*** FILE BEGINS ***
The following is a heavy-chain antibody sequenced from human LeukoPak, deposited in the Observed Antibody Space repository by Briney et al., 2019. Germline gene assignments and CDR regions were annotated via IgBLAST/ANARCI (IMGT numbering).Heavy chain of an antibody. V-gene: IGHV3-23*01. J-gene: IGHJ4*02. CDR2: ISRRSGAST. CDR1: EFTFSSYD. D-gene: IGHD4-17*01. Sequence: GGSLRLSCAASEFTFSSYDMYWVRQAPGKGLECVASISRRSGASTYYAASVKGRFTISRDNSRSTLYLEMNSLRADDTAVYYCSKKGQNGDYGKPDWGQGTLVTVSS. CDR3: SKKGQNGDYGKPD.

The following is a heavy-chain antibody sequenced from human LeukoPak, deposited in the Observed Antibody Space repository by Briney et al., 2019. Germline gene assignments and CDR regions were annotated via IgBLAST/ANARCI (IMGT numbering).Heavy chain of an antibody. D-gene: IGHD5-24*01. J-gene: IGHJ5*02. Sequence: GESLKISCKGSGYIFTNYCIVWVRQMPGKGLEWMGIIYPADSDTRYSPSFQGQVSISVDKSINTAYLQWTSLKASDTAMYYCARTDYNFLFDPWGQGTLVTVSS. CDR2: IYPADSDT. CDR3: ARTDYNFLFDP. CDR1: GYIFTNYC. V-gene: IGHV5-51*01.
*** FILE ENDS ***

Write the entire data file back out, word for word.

The following is a heavy-chain antibody sequenced from human LeukoPak, deposited in the Observed Antibody Space repository by Briney et al., 2019. Germline gene assignments and CDR regions were annotated via IgBLAST/ANARCI (IMGT numbering).Heavy chain of an antibody. V-gene: IGHV3-23*01. J-gene: IGHJ4*02. CDR2: ISRRSGAST. CDR1: EFTFSSYD. D-gene: IGHD4-17*01. Sequence: GGSLRLSCAASEFTFSSYDMYWVRQAPGKGLECVASISRRSGASTYYAASVKGRFTISRDNSRSTLYLEMNSLRADDTAVYYCSKKGQNGDYGKPDWGQGTLVTVSS. CDR3: SKKGQNGDYGKPD.

The following is a heavy-chain antibody sequenced from human LeukoPak, deposited in the Observed Antibody Space repository by Briney et al., 2019. Germline gene assignments and CDR regions were annotated via IgBLAST/ANARCI (IMGT numbering).Heavy chain of an antibody. D-gene: IGHD5-24*01. J-gene: IGHJ5*02. Sequence: GESLKISCKGSGYIFTNYCIVWVRQMPGKGLEWMGIIYPADSDTRYSPSFQGQVSISVDKSINTAYLQWTSLKASDTAMYYCARTDYNFLFDPWGQGTLVTVSS. CDR2: IYPADSDT. CDR3: ARTDYNFLFDP. CDR1: GYIFTNYC. V-gene: IGHV5-51*01.